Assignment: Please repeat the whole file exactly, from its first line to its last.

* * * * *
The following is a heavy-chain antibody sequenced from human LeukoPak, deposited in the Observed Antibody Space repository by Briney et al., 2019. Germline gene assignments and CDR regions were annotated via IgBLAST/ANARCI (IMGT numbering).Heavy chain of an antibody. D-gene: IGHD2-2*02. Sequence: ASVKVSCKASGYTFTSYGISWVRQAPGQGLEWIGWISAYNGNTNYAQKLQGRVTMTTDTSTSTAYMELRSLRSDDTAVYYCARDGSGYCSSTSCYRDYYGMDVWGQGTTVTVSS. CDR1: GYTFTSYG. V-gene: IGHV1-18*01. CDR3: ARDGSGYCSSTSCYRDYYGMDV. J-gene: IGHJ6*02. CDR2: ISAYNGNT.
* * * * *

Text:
The following is a heavy-chain antibody sequenced from human LeukoPak, deposited in the Observed Antibody Space repository by Briney et al., 2019. Germline gene assignments and CDR regions were annotated via IgBLAST/ANARCI (IMGT numbering).Heavy chain of an antibody. D-gene: IGHD2-2*02. Sequence: ASVKVSCKASGYTFTSYGISWVRQAPGQGLEWIGWISAYNGNTNYAQKLQGRVTMTTDTSTSTAYMELRSLRSDDTAVYYCARDGSGYCSSTSCYRDYYGMDVWGQGTTVTVSS. CDR1: GYTFTSYG. V-gene: IGHV1-18*01. CDR3: ARDGSGYCSSTSCYRDYYGMDV. J-gene: IGHJ6*02. CDR2: ISAYNGNT.